This paper examines customer response to non-voluntary tipping systems as an emerging trend in the servicescape. A non-voluntary tipping system is a form of service inclusive pricing (e.g., increasing menu prices, automatically charging a percentage of tip on the final bill regardless of table size). Across four experiments, results suggest that non-voluntary tipping leads to higher customer anger than voluntary tipping, which leads to lower return intentions. The results also show a larger difference in customer response (customer anger, return intentions) to non-voluntary and voluntary tipping systems under high service quality than low service quality. The mediating role of the components of self-determination theory (autonomy, relatedness, competence) is discussed.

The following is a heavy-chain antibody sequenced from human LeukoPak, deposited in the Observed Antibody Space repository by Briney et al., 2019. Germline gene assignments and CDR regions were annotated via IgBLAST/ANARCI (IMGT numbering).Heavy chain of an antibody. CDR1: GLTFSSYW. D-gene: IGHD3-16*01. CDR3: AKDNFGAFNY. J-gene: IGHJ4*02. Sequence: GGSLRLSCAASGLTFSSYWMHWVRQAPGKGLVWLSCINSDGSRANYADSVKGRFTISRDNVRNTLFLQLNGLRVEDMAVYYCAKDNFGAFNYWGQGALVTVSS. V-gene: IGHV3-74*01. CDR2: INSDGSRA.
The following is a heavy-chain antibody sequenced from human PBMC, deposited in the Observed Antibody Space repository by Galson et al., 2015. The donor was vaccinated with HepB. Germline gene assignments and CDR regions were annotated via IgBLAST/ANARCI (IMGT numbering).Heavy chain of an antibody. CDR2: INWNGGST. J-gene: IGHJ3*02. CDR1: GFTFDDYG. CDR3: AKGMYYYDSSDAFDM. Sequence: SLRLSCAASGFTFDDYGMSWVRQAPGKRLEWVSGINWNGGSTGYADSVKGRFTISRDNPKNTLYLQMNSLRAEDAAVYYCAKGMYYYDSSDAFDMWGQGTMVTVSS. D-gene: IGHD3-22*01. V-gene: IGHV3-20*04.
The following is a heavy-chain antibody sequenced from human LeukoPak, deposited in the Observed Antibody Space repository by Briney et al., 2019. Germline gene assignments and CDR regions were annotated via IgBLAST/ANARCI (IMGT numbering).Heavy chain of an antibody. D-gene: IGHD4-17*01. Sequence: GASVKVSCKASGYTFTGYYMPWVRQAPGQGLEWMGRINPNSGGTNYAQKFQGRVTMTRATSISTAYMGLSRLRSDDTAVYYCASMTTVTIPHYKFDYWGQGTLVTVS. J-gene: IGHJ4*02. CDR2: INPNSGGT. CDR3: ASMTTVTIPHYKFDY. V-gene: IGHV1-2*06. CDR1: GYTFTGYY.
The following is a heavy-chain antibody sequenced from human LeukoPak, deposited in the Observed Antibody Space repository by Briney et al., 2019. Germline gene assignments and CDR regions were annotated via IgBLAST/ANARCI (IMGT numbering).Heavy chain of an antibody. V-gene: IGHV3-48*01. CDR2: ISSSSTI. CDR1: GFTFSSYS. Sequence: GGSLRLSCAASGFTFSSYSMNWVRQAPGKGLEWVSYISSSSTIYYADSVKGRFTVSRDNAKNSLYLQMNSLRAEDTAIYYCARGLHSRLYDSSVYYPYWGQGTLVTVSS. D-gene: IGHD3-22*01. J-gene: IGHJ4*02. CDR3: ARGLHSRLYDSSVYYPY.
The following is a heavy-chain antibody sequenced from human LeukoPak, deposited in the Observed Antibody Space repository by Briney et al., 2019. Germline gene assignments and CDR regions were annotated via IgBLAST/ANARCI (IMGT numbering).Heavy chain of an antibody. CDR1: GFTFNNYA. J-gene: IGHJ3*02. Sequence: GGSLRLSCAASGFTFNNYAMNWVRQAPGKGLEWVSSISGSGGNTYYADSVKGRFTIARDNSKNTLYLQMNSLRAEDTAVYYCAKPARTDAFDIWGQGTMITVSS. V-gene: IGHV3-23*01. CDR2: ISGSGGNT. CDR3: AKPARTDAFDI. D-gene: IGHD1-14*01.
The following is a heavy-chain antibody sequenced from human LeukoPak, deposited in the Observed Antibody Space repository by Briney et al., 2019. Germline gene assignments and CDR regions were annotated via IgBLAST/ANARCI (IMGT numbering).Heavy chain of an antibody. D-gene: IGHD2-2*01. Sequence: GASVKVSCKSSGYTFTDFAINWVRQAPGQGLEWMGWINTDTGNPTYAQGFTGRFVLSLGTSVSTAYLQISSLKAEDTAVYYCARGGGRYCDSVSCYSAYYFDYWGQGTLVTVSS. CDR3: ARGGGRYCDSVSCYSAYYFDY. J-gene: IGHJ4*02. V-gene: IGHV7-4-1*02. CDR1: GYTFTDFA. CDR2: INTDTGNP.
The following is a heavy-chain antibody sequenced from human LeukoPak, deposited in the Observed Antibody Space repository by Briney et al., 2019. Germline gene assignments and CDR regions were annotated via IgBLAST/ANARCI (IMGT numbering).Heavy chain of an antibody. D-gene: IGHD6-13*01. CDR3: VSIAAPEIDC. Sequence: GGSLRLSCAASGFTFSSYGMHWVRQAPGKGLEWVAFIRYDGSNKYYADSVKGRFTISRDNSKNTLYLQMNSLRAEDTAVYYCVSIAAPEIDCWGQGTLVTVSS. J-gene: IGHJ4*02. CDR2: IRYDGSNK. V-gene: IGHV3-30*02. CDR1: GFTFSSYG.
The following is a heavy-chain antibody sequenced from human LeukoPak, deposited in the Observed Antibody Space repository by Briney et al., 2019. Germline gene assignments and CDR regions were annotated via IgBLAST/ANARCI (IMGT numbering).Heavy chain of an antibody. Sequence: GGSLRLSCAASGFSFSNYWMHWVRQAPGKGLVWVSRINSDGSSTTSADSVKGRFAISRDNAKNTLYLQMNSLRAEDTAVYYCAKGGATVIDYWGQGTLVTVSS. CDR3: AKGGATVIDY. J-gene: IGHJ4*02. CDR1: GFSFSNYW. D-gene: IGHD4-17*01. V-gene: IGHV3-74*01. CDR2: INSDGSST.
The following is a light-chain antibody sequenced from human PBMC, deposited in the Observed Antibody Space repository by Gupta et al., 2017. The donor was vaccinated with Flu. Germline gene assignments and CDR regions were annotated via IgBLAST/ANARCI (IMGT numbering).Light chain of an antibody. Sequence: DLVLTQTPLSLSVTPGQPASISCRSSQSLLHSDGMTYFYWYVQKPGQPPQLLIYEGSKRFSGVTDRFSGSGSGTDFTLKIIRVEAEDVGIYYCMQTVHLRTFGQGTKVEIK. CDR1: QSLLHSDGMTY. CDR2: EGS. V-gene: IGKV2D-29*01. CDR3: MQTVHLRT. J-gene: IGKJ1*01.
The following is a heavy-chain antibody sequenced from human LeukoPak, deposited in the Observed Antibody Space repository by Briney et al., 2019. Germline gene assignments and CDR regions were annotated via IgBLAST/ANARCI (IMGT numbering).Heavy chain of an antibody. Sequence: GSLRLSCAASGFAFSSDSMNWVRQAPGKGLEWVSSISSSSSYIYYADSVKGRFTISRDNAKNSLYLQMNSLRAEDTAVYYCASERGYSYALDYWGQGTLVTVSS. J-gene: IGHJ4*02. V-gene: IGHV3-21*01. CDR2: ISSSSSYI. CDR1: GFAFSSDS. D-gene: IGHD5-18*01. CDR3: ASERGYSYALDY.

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Karabas, Ismail and Joireman, Jeff, "“Tipping Required”: Development of a Model to Understand Customer Reactions to Non-Voluntary Tipping Systems" (2019). Association of Marketing Theory and Practice Proceedings 2019. 10.